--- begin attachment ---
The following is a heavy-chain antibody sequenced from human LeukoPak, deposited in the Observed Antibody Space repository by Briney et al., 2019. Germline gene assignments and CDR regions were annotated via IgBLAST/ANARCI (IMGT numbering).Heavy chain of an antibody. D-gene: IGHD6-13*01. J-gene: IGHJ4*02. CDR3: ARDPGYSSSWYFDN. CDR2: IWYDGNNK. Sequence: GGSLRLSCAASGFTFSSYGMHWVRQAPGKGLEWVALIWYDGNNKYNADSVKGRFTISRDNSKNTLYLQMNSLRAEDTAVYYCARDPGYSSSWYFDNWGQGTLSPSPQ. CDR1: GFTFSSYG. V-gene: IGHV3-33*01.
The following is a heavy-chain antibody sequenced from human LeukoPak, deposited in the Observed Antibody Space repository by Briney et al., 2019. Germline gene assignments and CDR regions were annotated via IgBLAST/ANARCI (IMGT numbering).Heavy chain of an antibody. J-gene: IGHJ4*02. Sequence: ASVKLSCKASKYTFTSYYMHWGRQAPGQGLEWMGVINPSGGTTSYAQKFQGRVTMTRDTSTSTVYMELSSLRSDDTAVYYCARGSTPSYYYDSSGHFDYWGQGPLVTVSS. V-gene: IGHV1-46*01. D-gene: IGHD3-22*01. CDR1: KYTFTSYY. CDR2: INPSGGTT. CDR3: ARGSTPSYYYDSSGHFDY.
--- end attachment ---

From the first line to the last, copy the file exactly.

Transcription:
The following is a heavy-chain antibody sequenced from human LeukoPak, deposited in the Observed Antibody Space repository by Briney et al., 2019. Germline gene assignments and CDR regions were annotated via IgBLAST/ANARCI (IMGT numbering).Heavy chain of an antibody. D-gene: IGHD6-13*01. J-gene: IGHJ4*02. CDR3: ARDPGYSSSWYFDN. CDR2: IWYDGNNK. Sequence: GGSLRLSCAASGFTFSSYGMHWVRQAPGKGLEWVALIWYDGNNKYNADSVKGRFTISRDNSKNTLYLQMNSLRAEDTAVYYCARDPGYSSSWYFDNWGQGTLSPSPQ. CDR1: GFTFSSYG. V-gene: IGHV3-33*01.
The following is a heavy-chain antibody sequenced from human LeukoPak, deposited in the Observed Antibody Space repository by Briney et al., 2019. Germline gene assignments and CDR regions were annotated via IgBLAST/ANARCI (IMGT numbering).Heavy chain of an antibody. J-gene: IGHJ4*02. Sequence: ASVKLSCKASKYTFTSYYMHWGRQAPGQGLEWMGVINPSGGTTSYAQKFQGRVTMTRDTSTSTVYMELSSLRSDDTAVYYCARGSTPSYYYDSSGHFDYWGQGPLVTVSS. V-gene: IGHV1-46*01. D-gene: IGHD3-22*01. CDR1: KYTFTSYY. CDR2: INPSGGTT. CDR3: ARGSTPSYYYDSSGHFDY.